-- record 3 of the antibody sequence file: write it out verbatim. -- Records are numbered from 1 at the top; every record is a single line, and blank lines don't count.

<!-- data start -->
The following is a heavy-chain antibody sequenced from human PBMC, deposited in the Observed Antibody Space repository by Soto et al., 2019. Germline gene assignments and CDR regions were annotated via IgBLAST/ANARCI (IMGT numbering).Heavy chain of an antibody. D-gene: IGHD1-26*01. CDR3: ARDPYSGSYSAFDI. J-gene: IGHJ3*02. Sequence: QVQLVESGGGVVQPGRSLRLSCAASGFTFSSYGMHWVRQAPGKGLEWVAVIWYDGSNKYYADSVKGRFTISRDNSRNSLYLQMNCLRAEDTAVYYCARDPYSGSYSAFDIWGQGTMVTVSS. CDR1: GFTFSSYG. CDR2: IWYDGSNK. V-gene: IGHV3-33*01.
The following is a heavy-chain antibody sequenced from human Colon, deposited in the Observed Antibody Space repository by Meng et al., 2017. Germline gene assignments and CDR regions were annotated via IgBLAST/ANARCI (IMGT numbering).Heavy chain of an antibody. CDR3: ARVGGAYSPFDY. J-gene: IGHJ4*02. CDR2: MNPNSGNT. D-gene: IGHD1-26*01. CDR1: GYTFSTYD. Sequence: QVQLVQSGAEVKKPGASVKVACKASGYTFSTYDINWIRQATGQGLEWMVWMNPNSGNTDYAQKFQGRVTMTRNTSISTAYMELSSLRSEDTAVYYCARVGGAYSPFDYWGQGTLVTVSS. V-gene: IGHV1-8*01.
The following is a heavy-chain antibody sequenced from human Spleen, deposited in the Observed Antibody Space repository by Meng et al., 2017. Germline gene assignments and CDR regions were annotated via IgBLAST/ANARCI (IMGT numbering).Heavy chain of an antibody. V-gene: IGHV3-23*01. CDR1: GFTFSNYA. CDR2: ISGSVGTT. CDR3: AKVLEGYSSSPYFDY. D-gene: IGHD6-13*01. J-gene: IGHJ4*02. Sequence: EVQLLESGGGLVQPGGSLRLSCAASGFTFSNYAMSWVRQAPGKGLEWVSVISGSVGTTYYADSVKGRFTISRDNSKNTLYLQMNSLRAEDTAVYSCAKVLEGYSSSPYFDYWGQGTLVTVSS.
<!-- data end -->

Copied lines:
The following is a heavy-chain antibody sequenced from human Spleen, deposited in the Observed Antibody Space repository by Meng et al., 2017. Germline gene assignments and CDR regions were annotated via IgBLAST/ANARCI (IMGT numbering).Heavy chain of an antibody. V-gene: IGHV3-23*01. CDR1: GFTFSNYA. CDR2: ISGSVGTT. CDR3: AKVLEGYSSSPYFDY. D-gene: IGHD6-13*01. J-gene: IGHJ4*02. Sequence: EVQLLESGGGLVQPGGSLRLSCAASGFTFSNYAMSWVRQAPGKGLEWVSVISGSVGTTYYADSVKGRFTISRDNSKNTLYLQMNSLRAEDTAVYSCAKVLEGYSSSPYFDYWGQGTLVTVSS.